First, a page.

FRIST Wants Scilly’s Council To Look At Transport Subsidy

The Scillonian III

The Scillonian III

Friends of Isles of Scilly Transport say a subsidy for travel to the islands is possible and they’re determined to make it happen.

And in an email sent to all councillors, FRIST Coordinator Marian Bennett has questioned whether Council Chief Executive Theo Leisjer was speaking on behalf of the community at the recent Government Transport Select Committee.

Mr Leisjer told MPs that the islanders were proud of delivering their own solutions, and the problem with the service was resilience.

In an interview with Radio Scilly, Marian says FRIST disputes this claim, arguing that cost and service levels are being ignored.

Marian welcomes Council initiatives to improve the infrastructure – the airports and quays at either ends of the route – but says this is not enough to stem the decline in visitor numbers.

FRIST claim there is a strong correlation between fare prices and the numbers of people using the service.

They want a so called ‘operating deficit subsidy’ similar to those that operate on some air and sea routes to the Scottish islands.

This, says Marian, still allows the operators to make a reasonable profit as well as investment into a replacement vessel. It’s been so successful on some routes that passenger numbers have increased, leading to a reduction in the subsidy.

She says the public also have a say in setting the fare and service levels, citing the example of the Islay ferry, which runs several times a day, 7 days a week and costs just £6.50 for an adult single ticket.

“Subsidy is not a dirty word,” says Marian, adding that she believes it is the future for our transport services.

The Council has repeatedly said that a subsidy is unlikely, because the Steamship Company is viable and there is no ‘market failure.’ And they’ve said the top-up money would need to come from the Council’s own coffers.

But Marian says that’s not correct. Cornwall is our Transport Authority, not Scilly, and she says there would be some arrangement put in place with the government for funding.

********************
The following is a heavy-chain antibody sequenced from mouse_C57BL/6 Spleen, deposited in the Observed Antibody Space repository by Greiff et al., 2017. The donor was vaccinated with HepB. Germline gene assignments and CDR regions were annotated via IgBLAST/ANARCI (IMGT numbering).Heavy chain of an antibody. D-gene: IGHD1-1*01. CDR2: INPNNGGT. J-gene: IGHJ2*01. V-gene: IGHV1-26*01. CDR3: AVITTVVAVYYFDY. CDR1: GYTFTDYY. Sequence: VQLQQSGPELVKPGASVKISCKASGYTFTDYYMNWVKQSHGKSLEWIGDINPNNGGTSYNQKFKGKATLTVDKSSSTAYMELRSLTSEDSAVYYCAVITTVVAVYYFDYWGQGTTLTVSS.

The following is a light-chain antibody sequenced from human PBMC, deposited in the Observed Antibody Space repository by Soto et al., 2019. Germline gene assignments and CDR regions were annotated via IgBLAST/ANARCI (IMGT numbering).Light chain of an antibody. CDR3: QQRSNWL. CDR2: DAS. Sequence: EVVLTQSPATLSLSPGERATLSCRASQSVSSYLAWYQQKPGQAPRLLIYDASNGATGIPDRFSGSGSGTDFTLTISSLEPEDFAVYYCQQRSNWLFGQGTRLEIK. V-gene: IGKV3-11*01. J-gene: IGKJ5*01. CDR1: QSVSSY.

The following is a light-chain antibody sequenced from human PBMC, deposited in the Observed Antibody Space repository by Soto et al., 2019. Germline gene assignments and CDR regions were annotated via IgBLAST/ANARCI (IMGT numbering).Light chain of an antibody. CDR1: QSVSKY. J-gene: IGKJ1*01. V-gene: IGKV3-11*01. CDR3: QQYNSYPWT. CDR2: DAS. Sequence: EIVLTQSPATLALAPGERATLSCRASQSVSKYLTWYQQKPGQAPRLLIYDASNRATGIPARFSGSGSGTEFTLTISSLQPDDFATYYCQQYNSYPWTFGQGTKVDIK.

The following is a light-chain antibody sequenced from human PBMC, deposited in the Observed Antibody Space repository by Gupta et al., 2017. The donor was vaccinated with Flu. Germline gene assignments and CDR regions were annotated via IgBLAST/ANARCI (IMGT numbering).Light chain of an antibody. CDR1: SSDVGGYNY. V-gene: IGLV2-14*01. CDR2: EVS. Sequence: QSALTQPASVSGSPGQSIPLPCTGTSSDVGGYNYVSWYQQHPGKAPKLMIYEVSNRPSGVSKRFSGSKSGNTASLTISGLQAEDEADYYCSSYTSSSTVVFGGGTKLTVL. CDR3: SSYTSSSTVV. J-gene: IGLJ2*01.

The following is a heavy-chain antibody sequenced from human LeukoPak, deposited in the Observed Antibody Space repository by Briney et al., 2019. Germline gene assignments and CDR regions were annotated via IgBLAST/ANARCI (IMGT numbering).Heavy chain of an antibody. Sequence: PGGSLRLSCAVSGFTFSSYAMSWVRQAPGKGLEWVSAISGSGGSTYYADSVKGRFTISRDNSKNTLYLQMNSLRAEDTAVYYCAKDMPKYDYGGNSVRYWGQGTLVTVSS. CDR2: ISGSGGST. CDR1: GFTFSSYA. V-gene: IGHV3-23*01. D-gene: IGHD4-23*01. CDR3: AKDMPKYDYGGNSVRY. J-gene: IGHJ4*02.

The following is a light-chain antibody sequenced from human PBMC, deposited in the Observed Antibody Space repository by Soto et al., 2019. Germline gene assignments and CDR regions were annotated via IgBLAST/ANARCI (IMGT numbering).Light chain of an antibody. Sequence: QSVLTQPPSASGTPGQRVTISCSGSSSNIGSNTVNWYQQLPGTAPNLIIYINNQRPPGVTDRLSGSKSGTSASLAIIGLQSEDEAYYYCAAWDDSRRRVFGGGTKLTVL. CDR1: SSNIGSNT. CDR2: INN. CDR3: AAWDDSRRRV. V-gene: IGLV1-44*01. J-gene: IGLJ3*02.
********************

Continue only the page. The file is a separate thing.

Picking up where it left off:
And she says the European Commission doesn’t define market failure as the demise of the operating company, but rather when the service fails to meet the expectations of the users.

“Our services are there,” says Marian.

She says it’s also clear from the questions posed in the Select Committee that the government hasn’t rejected out the option of a subsidy.

FRIST say they have repeatedly taken the initiative to drive forward a solution to the islands transport problems, including getting the Council in front of the Select Committee and initiating a round table discussion for all the agencies involved.

That will hopefully generate the plan called for by the government.

But Marian, who is also a councillor for Bryher, says FRIST is being kept in a “political wilderness” even though they have overwhelming support, with over 2,500 members, many of whom live on the islands.

She says the Council’s Transport Committee is focussing on physical infrastructure, such as the airport, adding that it’s difficult for members to get things on the agenda.

She says they’re failing in their duty to the community by not exploring all the options.

But Marian says she’s not the only councillor who supports a subsidy and there’s actually more agreement within the Council than is apparent from the outside.

FRIST has handed over the responsibility for organising the round-table discussion, originally planned for 9th April, to the Council.  Marian hopes they’ll include a seat for FRIST.

We asked the Council for their reaction to FRIST’s comments and whether a meeting has been convened. We’ve not had a reply.

You can hear the full interview with Marian Bennett here.

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